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The highs and lows of drought at Silent Pool
Despite the heavy rain of the past fortnight, the persistent drought is having a massive effect on Silent Pool, a Site of Nature Conservation Importance (SNCI) which lies within the Surrey Hills Area of Outstanding Natural Beauty (AONB) near Shere, reports Surrey Wildlife Trust (SWT).
The Trust, which manages an Access Agreement between Surrey County Council and the Albury Estate, is one year into a 3 year Biffaward funded project to improve the habitat value of the reserve’s woodland and ponds, as well as the paths and revetments around Silent Pool.
Although low water levels seem to be causing problems for wildlife in the short term - the upper pond is only 6 inches deep (instead of the usual 9ft) and the reserve’s moorhen population is now confined to lower ‘Sherbourne Pond’ (which is 2ft lower than normal) - they are also proving strangely beneficial.
Over £6,000 of Biffaward’s £49,960 grant is allocated to control of the highly invasive, non-native aquatic plant Australian swamp stonecrop (also known as New Zealand pigmyweed), and the drop in water level has allowed SWT’s contractor, Amenity Water Management, to spray herbicide directly onto the plants (saving the effort and cost needed to pump the pond dry in order to allow the chemical to take effect).
The reserve’s two ponds were badly infested with this plant (which was brought to Britain for aquaria and probably introduced to Silent Pool on a bird’s foot - picked up from another water body - or dumped in the pond along with unwanted pet fish) which was seriously threatening native species. It formed dense mats of choking vegetation which out-competed and eliminated other aquatic plants, degrading the habitat of invertebrates and amphibians and severely reducing biodiversity. So, the weed will get three herbicide treatments per year, every year, after which time pre-planted hessian rolls will be staked down at the ponds’ margins to ensure native plants get a foothold again.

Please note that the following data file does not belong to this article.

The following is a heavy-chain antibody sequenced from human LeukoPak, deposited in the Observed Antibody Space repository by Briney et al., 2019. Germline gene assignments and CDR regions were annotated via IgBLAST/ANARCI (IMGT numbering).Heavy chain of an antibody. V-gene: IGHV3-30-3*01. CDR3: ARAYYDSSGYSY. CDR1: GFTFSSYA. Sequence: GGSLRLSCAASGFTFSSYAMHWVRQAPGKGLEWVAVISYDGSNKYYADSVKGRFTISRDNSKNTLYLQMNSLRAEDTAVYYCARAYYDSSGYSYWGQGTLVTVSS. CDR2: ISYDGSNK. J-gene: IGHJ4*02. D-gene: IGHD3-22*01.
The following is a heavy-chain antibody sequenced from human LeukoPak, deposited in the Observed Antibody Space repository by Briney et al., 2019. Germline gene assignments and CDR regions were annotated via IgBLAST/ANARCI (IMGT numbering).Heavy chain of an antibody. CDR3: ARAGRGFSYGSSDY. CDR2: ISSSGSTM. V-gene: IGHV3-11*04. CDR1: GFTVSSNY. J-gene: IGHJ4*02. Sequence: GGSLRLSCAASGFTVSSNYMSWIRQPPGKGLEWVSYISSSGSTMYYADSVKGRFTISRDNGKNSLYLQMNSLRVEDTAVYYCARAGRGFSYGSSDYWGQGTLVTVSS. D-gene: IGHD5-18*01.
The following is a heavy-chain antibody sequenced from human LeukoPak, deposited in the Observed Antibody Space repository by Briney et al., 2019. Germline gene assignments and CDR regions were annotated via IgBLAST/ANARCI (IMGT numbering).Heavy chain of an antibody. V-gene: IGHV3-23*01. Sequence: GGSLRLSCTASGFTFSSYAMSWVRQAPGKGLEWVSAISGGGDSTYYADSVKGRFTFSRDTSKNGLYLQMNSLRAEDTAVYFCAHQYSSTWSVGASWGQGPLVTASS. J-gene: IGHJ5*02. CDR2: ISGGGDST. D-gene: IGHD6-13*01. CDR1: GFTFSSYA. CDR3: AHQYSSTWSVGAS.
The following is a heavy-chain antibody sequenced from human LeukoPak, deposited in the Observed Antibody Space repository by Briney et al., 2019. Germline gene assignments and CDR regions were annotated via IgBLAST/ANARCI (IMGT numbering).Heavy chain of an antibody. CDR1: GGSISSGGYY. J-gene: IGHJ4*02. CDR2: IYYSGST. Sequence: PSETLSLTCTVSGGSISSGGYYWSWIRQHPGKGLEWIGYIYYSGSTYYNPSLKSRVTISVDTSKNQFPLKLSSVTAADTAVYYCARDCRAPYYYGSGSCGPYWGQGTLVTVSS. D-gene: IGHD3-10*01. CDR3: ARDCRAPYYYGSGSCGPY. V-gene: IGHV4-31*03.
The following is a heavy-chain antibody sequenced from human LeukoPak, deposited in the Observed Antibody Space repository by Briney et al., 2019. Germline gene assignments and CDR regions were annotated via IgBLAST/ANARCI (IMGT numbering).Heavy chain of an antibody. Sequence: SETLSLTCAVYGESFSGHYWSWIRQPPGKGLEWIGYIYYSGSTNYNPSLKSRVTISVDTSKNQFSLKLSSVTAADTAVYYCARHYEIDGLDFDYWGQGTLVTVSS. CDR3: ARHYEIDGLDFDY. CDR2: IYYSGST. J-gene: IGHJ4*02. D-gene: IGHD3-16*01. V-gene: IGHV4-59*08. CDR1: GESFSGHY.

Visitors will benefit from a new viewing platform, causeway and improved culvert, built with chestnut timber from SWT’s Chinthurst Hill Local Nature Reserve. Volunteers have coppiced hazel trees and cleared overhanging branches from around the pond margins to allow light in, as well as reinforcing revetments to hold back slumping soil around Silent Pool’s walkways.
Leo Jennings, SWT ranger, said: “Even with the recent rain, it may well be autumn before the chalk aquifer is re-charged and the Silent Pool spring starts to flow again. Come and join a guided walk, at 2pm on Saturday 12th May, to find out more about the management and history of this special reserve.”
To get involved as a volunteer, please contact firstname.lastname@example.org.
For more information about protecting the countryside from invasive species, visit www.direct.gov.uk/beplantwise and http://www.ceh.ac.uk/sci_programmes/documents/AustralianSwampStonecrop.pdf
|Date published:||Thursday 03 May 2012|